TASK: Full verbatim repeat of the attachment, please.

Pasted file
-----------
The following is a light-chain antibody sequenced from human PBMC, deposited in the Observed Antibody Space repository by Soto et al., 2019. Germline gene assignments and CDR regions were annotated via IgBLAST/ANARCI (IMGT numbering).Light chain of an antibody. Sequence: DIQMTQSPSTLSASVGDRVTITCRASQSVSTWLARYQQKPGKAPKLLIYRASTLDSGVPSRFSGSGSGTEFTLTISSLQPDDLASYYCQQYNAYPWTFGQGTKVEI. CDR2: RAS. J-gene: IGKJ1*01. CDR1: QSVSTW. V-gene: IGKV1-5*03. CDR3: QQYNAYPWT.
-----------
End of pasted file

The following is a light-chain antibody sequenced from human PBMC, deposited in the Observed Antibody Space repository by Soto et al., 2019. Germline gene assignments and CDR regions were annotated via IgBLAST/ANARCI (IMGT numbering).Light chain of an antibody. Sequence: DIQMTQSPSTLSASVGDRVTITCRASQSVSTWLARYQQKPGKAPKLLIYRASTLDSGVPSRFSGSGSGTEFTLTISSLQPDDLASYYCQQYNAYPWTFGQGTKVEI. CDR2: RAS. J-gene: IGKJ1*01. CDR1: QSVSTW. V-gene: IGKV1-5*03. CDR3: QQYNAYPWT.